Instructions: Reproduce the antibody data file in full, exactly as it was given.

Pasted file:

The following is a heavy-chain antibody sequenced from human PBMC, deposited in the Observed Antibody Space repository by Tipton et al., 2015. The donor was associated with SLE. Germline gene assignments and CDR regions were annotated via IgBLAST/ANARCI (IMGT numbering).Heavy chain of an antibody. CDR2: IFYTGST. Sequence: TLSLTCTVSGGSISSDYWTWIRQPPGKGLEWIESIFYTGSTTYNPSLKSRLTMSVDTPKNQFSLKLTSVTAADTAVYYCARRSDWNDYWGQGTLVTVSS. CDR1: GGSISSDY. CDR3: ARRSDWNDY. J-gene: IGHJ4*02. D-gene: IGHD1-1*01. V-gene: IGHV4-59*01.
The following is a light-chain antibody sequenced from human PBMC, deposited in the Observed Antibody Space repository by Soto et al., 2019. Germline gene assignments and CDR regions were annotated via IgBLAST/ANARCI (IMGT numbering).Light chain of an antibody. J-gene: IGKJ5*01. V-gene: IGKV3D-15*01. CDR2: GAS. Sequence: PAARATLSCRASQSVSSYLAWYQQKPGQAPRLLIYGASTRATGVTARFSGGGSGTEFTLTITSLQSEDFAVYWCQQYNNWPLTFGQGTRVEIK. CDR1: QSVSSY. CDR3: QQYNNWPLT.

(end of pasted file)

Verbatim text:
The following is a heavy-chain antibody sequenced from human PBMC, deposited in the Observed Antibody Space repository by Tipton et al., 2015. The donor was associated with SLE. Germline gene assignments and CDR regions were annotated via IgBLAST/ANARCI (IMGT numbering).Heavy chain of an antibody. CDR2: IFYTGST. Sequence: TLSLTCTVSGGSISSDYWTWIRQPPGKGLEWIESIFYTGSTTYNPSLKSRLTMSVDTPKNQFSLKLTSVTAADTAVYYCARRSDWNDYWGQGTLVTVSS. CDR1: GGSISSDY. CDR3: ARRSDWNDY. J-gene: IGHJ4*02. D-gene: IGHD1-1*01. V-gene: IGHV4-59*01.
The following is a light-chain antibody sequenced from human PBMC, deposited in the Observed Antibody Space repository by Soto et al., 2019. Germline gene assignments and CDR regions were annotated via IgBLAST/ANARCI (IMGT numbering).Light chain of an antibody. J-gene: IGKJ5*01. V-gene: IGKV3D-15*01. CDR2: GAS. Sequence: PAARATLSCRASQSVSSYLAWYQQKPGQAPRLLIYGASTRATGVTARFSGGGSGTEFTLTITSLQSEDFAVYWCQQYNNWPLTFGQGTRVEIK. CDR1: QSVSSY. CDR3: QQYNNWPLT.